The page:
NCUA: Make Decisions Soon
Though it has not said it in writing, the NCUA is asking credit unions to make decisions on corporate credit unions by the first part of next year.
"We are encouraging them to do it sooner so there is more certainty," NCUA Deputy Executive Director Larry Fazio said in a brief interview before he spoke at a Nov. 8 luncheon meeting of the Metropolitan Area Credit Union Management Association in Greenbelt, Md.
He reiterated that the agency doesn't have a goal for the number of corporates, though noted that the agency will be issuing additional rules governing how corporates operate.
The agency has conserved five corporates and created bridge corporates for four of them that will go out of business by October 2012 or earlier.
The credit union industry has been discussing possible solutions to the problem. On Nov. 13, CUNA was planning to convene a summit meeting on the subject in Chicago.
In his remarks at MACUMA, Fazio said that because of the sluggish economy and the problems facing corporates, "the new normal for credit unions will be more challenging than the old normal."
He added that the agency 's conservatorship of the five corporates was needed to ensure the financial health of all credit unions and noted that 98.6% of all other-than-temporary-impairment charges within the corporate system have been at those five corporates.
As the NCUA seeks possible potential merger partners for the conserved corporates, credit union executives are hoping that the process is transparent.
"I don't want a situation where the existing member-owners of the corporates have a preferential position during the process. The NCUA should do the right thing so the process is fair and costs the agency, and credit unions, the least amount of money," said Corporate America Credit Union President/CEO Thomas Bonds.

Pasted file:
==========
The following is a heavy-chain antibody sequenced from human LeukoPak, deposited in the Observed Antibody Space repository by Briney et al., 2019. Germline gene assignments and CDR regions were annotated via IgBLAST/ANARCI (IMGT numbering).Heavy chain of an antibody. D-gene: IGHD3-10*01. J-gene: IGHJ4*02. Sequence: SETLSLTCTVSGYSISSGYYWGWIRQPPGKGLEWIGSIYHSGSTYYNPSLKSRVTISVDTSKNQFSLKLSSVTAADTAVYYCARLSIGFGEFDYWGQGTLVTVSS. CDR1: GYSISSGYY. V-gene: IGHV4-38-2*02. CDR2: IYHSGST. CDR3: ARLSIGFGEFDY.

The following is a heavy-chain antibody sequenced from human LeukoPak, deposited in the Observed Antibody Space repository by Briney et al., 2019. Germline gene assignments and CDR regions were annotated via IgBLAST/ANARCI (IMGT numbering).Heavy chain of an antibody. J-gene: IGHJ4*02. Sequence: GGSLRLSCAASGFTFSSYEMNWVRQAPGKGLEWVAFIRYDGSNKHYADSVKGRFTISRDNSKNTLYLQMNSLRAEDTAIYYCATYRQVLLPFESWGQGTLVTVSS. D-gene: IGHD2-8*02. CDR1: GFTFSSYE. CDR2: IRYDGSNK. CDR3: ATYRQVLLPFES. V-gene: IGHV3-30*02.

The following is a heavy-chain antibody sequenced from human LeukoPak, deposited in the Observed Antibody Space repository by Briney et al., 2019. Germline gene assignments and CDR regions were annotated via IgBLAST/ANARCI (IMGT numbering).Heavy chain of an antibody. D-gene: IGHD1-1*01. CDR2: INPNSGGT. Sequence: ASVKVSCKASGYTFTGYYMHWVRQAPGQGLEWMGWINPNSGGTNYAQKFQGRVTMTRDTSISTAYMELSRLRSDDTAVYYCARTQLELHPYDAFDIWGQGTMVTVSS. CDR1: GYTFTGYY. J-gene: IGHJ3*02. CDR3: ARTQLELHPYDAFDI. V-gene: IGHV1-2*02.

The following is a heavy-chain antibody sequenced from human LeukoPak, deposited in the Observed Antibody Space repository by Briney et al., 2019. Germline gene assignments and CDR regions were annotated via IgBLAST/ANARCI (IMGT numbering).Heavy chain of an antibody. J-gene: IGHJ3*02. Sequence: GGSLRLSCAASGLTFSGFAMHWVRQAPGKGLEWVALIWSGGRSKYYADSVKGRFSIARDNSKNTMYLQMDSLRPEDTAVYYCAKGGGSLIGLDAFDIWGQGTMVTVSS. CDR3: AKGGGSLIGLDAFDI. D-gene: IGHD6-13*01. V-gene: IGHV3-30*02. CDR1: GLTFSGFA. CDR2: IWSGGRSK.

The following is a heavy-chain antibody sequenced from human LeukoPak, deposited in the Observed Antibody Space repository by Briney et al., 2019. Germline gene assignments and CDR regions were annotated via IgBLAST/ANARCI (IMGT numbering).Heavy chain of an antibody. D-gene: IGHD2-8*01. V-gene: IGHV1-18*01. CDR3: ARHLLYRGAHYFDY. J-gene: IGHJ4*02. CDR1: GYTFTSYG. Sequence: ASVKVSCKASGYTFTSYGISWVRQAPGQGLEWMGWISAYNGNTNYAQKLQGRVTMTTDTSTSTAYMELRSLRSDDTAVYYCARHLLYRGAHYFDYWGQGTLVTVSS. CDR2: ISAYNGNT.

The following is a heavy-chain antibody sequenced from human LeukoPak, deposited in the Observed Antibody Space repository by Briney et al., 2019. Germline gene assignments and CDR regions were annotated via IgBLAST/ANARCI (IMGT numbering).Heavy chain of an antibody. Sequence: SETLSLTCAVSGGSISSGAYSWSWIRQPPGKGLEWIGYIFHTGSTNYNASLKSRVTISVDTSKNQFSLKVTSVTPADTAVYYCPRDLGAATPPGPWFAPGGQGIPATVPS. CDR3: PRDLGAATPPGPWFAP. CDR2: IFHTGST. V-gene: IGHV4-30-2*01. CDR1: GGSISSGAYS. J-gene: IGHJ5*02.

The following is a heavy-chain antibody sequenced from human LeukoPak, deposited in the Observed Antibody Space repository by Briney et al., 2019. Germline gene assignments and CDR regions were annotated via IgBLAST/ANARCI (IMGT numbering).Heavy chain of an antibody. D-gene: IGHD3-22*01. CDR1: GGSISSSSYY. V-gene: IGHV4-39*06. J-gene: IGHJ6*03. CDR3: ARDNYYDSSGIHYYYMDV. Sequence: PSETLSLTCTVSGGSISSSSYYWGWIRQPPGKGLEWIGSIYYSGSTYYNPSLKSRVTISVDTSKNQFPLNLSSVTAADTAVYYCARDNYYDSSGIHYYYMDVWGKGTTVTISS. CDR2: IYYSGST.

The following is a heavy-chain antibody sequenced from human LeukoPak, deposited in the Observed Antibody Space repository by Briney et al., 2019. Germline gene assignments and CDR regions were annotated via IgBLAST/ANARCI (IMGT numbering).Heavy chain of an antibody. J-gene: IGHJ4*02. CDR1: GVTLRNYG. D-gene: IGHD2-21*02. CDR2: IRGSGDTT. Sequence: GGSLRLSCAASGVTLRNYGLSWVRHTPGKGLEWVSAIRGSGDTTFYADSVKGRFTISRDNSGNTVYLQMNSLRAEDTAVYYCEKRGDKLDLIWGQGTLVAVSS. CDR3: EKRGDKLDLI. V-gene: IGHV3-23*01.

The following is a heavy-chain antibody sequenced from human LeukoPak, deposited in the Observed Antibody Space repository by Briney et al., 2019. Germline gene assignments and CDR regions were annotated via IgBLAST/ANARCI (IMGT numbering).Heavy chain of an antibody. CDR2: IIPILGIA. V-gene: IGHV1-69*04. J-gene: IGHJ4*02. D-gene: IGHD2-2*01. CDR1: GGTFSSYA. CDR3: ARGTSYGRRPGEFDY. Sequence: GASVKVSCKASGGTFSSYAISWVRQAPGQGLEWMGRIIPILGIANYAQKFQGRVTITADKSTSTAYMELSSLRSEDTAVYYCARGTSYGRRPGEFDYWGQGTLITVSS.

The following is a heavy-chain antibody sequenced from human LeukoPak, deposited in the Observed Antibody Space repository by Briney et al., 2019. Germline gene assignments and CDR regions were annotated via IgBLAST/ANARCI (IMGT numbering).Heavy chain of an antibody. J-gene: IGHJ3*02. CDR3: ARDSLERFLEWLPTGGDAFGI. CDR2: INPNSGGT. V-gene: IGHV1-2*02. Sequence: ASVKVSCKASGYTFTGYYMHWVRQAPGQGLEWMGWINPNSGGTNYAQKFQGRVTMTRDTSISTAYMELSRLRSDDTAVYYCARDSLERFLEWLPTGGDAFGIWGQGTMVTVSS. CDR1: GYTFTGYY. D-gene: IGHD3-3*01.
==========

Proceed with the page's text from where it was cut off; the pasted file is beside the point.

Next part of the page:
In addition to dealing with the conserved corporates, the agency is revising rules governing all corporates. At its Nov. 18 meeting, the agency is scheduled to issue proposed rules that expand on the rules approved in September. According to comments by agency officials, the proposed rules would allow federally chartered corporates to assess annual membership fees and increase the amount of retained earnings. Natural person credit unions would only be permitted to join one corporate. The rule will also outline the rules for the corporate system to set up a risk mitigation committee.
The new rule would also require credit union boards to have a recorded vote on each item. The rule will also spell out how credit unions without federal deposit insurance can be levied an assessment to pay for the rescue of the troubled corporate credit unions.
The agency has also sent out for comment its proposed rule on corporate credit union chartering.
Applicants must demonstrate the depth of their support from prospective members and lay out in great detail current and projected market conditions. The proposal requires that at least seven people submit the charter application, and they must demonstrate that there is a "sufficient customer base," as evidenced by surveys or written comments. The applicants would also be required to present a business plan that covered items such as written policies for shares, lending and funds management, and semiannual projected financial statements for the first three years of the corporates' operation.
In its comment letter, CUNA urged the agency to spell out in greater detail its criteria for evaluating the leadership skills of potential applicants to the corporate credit union's management team. It also urged that the agency not penalize the corporate if it doesn't meet every goal in its business plan.
NAFCU urged the NCUA to clarify how a new corporate would meet the requirement to keep its total capital at 4% or more of its moving daily average net assets on the day the charter is issued. It also requests the agency spell out what, if any, legal liabilities subscribers would face if the new corporate fails to meet one or more of the targets set forth in the application.